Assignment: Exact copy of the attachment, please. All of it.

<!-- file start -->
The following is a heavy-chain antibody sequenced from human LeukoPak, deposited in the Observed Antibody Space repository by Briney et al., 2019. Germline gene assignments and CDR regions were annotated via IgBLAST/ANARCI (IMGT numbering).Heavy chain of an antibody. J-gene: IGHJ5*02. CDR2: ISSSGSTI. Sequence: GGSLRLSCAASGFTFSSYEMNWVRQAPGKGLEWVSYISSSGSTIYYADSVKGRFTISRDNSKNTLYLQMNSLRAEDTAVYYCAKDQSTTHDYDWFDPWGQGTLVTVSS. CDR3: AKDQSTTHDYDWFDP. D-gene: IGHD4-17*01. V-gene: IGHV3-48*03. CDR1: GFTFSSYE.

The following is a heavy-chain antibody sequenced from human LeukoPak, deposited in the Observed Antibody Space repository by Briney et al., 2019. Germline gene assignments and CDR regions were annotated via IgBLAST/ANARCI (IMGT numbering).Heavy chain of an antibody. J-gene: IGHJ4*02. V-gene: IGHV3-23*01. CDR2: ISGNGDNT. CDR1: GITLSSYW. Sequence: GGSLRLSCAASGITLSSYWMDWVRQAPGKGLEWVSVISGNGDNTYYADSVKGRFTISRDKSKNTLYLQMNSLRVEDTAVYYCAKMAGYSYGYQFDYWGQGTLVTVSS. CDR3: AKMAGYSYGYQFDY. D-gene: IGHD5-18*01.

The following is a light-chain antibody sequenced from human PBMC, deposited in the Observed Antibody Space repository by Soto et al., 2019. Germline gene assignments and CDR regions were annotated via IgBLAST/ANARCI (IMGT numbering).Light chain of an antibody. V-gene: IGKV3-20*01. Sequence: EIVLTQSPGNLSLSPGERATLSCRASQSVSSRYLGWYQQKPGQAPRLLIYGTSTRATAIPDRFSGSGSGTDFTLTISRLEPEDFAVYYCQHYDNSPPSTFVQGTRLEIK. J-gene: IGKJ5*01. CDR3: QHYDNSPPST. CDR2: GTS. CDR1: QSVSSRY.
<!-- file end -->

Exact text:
The following is a heavy-chain antibody sequenced from human LeukoPak, deposited in the Observed Antibody Space repository by Briney et al., 2019. Germline gene assignments and CDR regions were annotated via IgBLAST/ANARCI (IMGT numbering).Heavy chain of an antibody. J-gene: IGHJ5*02. CDR2: ISSSGSTI. Sequence: GGSLRLSCAASGFTFSSYEMNWVRQAPGKGLEWVSYISSSGSTIYYADSVKGRFTISRDNSKNTLYLQMNSLRAEDTAVYYCAKDQSTTHDYDWFDPWGQGTLVTVSS. CDR3: AKDQSTTHDYDWFDP. D-gene: IGHD4-17*01. V-gene: IGHV3-48*03. CDR1: GFTFSSYE.

The following is a heavy-chain antibody sequenced from human LeukoPak, deposited in the Observed Antibody Space repository by Briney et al., 2019. Germline gene assignments and CDR regions were annotated via IgBLAST/ANARCI (IMGT numbering).Heavy chain of an antibody. J-gene: IGHJ4*02. V-gene: IGHV3-23*01. CDR2: ISGNGDNT. CDR1: GITLSSYW. Sequence: GGSLRLSCAASGITLSSYWMDWVRQAPGKGLEWVSVISGNGDNTYYADSVKGRFTISRDKSKNTLYLQMNSLRVEDTAVYYCAKMAGYSYGYQFDYWGQGTLVTVSS. CDR3: AKMAGYSYGYQFDY. D-gene: IGHD5-18*01.

The following is a light-chain antibody sequenced from human PBMC, deposited in the Observed Antibody Space repository by Soto et al., 2019. Germline gene assignments and CDR regions were annotated via IgBLAST/ANARCI (IMGT numbering).Light chain of an antibody. V-gene: IGKV3-20*01. Sequence: EIVLTQSPGNLSLSPGERATLSCRASQSVSSRYLGWYQQKPGQAPRLLIYGTSTRATAIPDRFSGSGSGTDFTLTISRLEPEDFAVYYCQHYDNSPPSTFVQGTRLEIK. J-gene: IGKJ5*01. CDR3: QHYDNSPPST. CDR2: GTS. CDR1: QSVSSRY.